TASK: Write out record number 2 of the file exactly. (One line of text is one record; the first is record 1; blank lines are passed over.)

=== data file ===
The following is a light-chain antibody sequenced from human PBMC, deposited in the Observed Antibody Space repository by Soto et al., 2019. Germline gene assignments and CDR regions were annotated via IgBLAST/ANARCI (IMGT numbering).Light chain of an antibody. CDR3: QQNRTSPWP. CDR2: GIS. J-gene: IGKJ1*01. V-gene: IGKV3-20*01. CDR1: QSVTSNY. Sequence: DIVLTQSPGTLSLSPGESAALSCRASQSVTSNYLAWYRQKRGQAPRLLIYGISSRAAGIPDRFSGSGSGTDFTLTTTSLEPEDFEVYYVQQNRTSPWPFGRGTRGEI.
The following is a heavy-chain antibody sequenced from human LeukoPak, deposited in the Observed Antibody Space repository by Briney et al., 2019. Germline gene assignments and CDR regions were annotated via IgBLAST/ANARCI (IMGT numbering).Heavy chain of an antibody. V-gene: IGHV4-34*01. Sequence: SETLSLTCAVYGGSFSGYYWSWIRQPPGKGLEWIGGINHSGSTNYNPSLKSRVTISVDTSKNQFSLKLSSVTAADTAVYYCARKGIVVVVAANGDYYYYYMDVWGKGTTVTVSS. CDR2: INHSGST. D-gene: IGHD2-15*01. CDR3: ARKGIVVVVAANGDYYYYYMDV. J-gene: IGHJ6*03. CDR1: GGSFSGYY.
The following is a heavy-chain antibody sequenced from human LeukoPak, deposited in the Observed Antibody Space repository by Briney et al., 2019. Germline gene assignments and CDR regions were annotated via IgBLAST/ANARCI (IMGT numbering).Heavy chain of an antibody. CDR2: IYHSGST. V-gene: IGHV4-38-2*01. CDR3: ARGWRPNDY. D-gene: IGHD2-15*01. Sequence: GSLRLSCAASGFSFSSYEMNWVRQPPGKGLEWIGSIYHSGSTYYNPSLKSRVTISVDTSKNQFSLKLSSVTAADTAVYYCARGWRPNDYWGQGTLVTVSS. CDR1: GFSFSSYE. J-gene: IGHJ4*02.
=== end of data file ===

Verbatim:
The following is a heavy-chain antibody sequenced from human LeukoPak, deposited in the Observed Antibody Space repository by Briney et al., 2019. Germline gene assignments and CDR regions were annotated via IgBLAST/ANARCI (IMGT numbering).Heavy chain of an antibody. V-gene: IGHV4-34*01. Sequence: SETLSLTCAVYGGSFSGYYWSWIRQPPGKGLEWIGGINHSGSTNYNPSLKSRVTISVDTSKNQFSLKLSSVTAADTAVYYCARKGIVVVVAANGDYYYYYMDVWGKGTTVTVSS. CDR2: INHSGST. D-gene: IGHD2-15*01. CDR3: ARKGIVVVVAANGDYYYYYMDV. J-gene: IGHJ6*03. CDR1: GGSFSGYY.